How to Write a Nonprofit Newsletter People Will Read
It’s time to rethink the newsletter. While some people say newsletters are a thing of the past, they are still valuable marketing pieces when done well. Newsletters inform and keep your supporters connected to your nonprofit by telling donors how their donations are at work. Below are tips on how to write a newsletter people will read.
Focus on Impact
- Highlight Beneficiaries - Think of the newsletter more like an impact report. Donors and other supporters want to know how their time and gifts have made an impact in the lives of beneficiaries. Make the report about the beneficiaries and the donors’ impact, more than the nonprofit. Genius Tip: Looking for a way to thank donors? Send them one of these donor appreciation gifts.
- Story Matters - Impact stories are what resonate most with people. Statistics are important, but the heart is where people connect. Tell the story of the population you’re helping by focusing on one main success story.
- Illustrate Statistics - It is good to include statistics that convey impact but keep them to a minimum. Most people won’t read past three or four. Also, illustrate the statistics with a visual graphic. This makes them more interesting, and readers are more likely to read them and process the information.
- Power of a Picture - When when you have limited space to communicate everything you want to convey to your audience, let a picture or two of your work in action or a beneficiary speak for you. Pictures also break up the text and make the newsletter easier to read. Just make sure the photograph tells the story you want it to at a quick glance. Finally, a great photo will make people linger, and hopefully drive interest to read more of the text.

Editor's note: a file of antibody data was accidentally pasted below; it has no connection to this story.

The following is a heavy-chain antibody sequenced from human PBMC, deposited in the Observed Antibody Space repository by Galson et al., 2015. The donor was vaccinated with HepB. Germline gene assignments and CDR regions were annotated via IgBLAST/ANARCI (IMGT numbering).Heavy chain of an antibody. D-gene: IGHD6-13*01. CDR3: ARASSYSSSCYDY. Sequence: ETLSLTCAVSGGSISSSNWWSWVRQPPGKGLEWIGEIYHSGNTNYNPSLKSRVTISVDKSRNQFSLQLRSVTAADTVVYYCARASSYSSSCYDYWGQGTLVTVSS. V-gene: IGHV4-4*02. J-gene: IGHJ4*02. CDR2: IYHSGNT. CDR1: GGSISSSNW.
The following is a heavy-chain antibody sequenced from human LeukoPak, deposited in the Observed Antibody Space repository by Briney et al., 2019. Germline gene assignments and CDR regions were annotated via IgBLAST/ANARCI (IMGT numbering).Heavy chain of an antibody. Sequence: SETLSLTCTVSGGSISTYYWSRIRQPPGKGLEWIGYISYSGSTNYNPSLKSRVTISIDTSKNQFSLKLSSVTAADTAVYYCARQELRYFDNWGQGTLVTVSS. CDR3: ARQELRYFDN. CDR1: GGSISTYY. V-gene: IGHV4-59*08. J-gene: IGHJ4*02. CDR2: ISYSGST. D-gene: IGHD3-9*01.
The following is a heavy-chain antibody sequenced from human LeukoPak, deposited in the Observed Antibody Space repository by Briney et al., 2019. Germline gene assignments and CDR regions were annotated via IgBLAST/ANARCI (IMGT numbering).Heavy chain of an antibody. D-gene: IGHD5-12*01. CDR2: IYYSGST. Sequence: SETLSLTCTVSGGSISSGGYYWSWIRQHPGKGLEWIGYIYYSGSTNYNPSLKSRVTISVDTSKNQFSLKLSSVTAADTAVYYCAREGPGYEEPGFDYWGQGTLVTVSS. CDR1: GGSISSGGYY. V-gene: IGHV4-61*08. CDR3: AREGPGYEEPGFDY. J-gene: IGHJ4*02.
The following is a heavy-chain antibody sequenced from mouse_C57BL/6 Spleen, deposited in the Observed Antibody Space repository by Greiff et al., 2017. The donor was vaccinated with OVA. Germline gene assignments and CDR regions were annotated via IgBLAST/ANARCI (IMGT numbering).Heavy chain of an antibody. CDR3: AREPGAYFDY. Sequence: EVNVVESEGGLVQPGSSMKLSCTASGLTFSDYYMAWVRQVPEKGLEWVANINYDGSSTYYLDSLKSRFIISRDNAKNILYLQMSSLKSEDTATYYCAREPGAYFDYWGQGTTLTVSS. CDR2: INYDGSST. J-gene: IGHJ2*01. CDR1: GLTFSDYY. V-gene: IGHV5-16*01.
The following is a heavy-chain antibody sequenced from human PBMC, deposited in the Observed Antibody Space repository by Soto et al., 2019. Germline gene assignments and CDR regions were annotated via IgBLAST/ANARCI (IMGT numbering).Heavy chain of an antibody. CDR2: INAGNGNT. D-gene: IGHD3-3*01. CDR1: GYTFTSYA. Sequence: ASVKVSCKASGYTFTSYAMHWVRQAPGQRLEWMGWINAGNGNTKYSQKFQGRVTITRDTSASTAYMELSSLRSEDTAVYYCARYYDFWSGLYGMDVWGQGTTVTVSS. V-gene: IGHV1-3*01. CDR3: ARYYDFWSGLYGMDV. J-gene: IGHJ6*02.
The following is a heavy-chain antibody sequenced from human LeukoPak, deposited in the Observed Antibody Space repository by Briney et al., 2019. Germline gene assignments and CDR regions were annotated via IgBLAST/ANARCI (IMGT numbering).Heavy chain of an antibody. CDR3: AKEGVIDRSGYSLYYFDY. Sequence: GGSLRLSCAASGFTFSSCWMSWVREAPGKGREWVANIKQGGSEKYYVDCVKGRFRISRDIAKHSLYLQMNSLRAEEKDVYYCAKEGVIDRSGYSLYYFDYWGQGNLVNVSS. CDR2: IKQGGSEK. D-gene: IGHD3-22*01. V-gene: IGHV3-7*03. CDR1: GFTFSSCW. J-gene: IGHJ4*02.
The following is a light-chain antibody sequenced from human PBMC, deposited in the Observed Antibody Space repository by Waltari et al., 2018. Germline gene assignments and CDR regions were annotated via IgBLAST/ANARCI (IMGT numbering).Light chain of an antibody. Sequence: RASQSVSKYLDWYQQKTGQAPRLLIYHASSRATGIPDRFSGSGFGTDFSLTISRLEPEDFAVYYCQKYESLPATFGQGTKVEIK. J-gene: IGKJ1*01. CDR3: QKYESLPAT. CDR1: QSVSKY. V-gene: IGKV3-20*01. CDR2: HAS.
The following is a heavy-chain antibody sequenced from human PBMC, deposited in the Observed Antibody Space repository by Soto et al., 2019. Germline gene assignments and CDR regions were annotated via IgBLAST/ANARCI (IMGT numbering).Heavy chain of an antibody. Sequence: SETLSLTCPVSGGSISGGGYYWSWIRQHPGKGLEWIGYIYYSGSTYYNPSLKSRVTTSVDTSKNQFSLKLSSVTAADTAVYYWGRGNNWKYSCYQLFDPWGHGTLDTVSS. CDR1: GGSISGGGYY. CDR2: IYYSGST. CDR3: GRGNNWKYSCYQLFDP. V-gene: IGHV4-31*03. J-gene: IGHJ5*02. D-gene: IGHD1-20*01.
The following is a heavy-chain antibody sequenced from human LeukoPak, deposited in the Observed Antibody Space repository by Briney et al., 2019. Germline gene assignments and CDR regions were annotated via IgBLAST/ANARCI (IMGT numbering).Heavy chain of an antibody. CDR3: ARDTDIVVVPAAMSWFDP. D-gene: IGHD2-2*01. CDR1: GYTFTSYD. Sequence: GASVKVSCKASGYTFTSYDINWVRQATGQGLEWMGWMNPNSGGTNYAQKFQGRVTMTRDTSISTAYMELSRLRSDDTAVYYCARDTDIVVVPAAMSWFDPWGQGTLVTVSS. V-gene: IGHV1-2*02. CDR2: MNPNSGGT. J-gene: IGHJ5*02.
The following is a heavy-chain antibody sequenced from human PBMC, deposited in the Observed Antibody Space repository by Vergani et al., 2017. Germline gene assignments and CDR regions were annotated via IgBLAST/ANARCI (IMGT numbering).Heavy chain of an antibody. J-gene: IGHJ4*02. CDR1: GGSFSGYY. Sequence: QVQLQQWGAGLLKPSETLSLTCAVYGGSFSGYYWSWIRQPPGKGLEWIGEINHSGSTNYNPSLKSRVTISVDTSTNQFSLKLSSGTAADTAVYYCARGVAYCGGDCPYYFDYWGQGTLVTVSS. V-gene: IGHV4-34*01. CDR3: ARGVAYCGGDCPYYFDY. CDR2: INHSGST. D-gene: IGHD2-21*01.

- Video - Provide a short video update or video testimonial of the impact the nonprofit is having on the beneficiaries. Keep it short, heartfelt and inspiring. People won’t watch the whole video if it gets too long. Also, consider using a video as your impact update instead of a newsletter one month.
- Value Add - Leave your readers with something that benefits them, whether it is an inspiring video, a great tip or an inspiring story.
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Make it Scannable
- Concise - Decide the most important information you want to convey to your readers and make sure that it stands out at a quick glance. Long newsletters are a thing of the past. The modern newsletter needs to read more like a memo than a letter. Ideally, keep print versions one to two pages max so people will read it. If it is an email newsletter and people will be reading it from their phone, keep it even shorter. Genius Tip: Are you sending a lot of emails to people involved with your nonprofit? Read our tips to avoid over-emailing participants.